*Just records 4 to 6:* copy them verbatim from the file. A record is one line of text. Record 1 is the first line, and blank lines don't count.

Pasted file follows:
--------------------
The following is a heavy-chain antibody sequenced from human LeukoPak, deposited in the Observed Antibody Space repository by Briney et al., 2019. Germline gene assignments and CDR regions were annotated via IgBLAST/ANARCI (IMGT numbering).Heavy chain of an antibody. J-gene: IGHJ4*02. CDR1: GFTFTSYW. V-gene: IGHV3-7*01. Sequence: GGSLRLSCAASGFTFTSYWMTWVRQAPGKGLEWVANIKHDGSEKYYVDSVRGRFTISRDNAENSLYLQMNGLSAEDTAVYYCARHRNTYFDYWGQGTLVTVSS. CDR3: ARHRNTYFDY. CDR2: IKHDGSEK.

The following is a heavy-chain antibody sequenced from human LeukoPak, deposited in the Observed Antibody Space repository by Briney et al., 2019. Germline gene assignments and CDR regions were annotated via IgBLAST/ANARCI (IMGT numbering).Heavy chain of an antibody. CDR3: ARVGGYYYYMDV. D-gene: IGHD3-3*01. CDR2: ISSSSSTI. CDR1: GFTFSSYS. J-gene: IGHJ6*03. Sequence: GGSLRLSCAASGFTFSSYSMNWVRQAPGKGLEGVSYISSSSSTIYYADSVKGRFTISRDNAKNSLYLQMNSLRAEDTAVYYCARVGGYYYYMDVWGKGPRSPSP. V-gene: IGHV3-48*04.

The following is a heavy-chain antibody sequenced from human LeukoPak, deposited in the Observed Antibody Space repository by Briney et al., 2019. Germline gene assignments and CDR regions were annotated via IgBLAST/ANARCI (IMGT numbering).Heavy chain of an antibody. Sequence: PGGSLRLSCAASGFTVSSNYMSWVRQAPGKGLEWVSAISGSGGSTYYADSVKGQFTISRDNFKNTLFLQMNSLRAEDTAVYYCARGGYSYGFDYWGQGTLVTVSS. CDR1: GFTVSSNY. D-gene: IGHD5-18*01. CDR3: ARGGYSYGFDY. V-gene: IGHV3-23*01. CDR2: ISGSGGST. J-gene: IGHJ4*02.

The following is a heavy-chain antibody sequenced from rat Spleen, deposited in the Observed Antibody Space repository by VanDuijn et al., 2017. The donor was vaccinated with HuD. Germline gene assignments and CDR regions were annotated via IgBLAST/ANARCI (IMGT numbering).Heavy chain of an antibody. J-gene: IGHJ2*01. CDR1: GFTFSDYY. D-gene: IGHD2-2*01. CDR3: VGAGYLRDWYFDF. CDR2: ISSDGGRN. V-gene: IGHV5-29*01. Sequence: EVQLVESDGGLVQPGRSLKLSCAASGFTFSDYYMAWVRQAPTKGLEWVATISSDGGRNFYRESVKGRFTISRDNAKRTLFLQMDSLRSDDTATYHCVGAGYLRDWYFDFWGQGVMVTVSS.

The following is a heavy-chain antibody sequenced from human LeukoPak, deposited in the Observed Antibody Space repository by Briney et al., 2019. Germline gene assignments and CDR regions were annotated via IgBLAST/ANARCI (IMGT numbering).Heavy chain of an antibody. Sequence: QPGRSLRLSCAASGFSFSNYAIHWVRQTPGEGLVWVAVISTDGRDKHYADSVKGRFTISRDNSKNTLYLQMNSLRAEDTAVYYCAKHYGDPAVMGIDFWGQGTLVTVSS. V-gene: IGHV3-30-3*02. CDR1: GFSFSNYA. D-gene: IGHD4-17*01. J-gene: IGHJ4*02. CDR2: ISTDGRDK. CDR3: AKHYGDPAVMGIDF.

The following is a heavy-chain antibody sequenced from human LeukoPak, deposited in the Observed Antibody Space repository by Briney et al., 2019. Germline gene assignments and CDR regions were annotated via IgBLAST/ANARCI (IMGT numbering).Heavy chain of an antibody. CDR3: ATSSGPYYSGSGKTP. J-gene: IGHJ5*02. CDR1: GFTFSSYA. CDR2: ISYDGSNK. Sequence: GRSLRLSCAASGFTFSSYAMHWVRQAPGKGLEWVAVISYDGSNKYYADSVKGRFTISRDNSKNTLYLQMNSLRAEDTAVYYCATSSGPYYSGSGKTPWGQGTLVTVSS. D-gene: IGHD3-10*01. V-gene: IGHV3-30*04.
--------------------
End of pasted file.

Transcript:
The following is a heavy-chain antibody sequenced from rat Spleen, deposited in the Observed Antibody Space repository by VanDuijn et al., 2017. The donor was vaccinated with HuD. Germline gene assignments and CDR regions were annotated via IgBLAST/ANARCI (IMGT numbering).Heavy chain of an antibody. J-gene: IGHJ2*01. CDR1: GFTFSDYY. D-gene: IGHD2-2*01. CDR3: VGAGYLRDWYFDF. CDR2: ISSDGGRN. V-gene: IGHV5-29*01. Sequence: EVQLVESDGGLVQPGRSLKLSCAASGFTFSDYYMAWVRQAPTKGLEWVATISSDGGRNFYRESVKGRFTISRDNAKRTLFLQMDSLRSDDTATYHCVGAGYLRDWYFDFWGQGVMVTVSS.

The following is a heavy-chain antibody sequenced from human LeukoPak, deposited in the Observed Antibody Space repository by Briney et al., 2019. Germline gene assignments and CDR regions were annotated via IgBLAST/ANARCI (IMGT numbering).Heavy chain of an antibody. Sequence: QPGRSLRLSCAASGFSFSNYAIHWVRQTPGEGLVWVAVISTDGRDKHYADSVKGRFTISRDNSKNTLYLQMNSLRAEDTAVYYCAKHYGDPAVMGIDFWGQGTLVTVSS. V-gene: IGHV3-30-3*02. CDR1: GFSFSNYA. D-gene: IGHD4-17*01. J-gene: IGHJ4*02. CDR2: ISTDGRDK. CDR3: AKHYGDPAVMGIDF.

The following is a heavy-chain antibody sequenced from human LeukoPak, deposited in the Observed Antibody Space repository by Briney et al., 2019. Germline gene assignments and CDR regions were annotated via IgBLAST/ANARCI (IMGT numbering).Heavy chain of an antibody. CDR3: ATSSGPYYSGSGKTP. J-gene: IGHJ5*02. CDR1: GFTFSSYA. CDR2: ISYDGSNK. Sequence: GRSLRLSCAASGFTFSSYAMHWVRQAPGKGLEWVAVISYDGSNKYYADSVKGRFTISRDNSKNTLYLQMNSLRAEDTAVYYCATSSGPYYSGSGKTPWGQGTLVTVSS. D-gene: IGHD3-10*01. V-gene: IGHV3-30*04.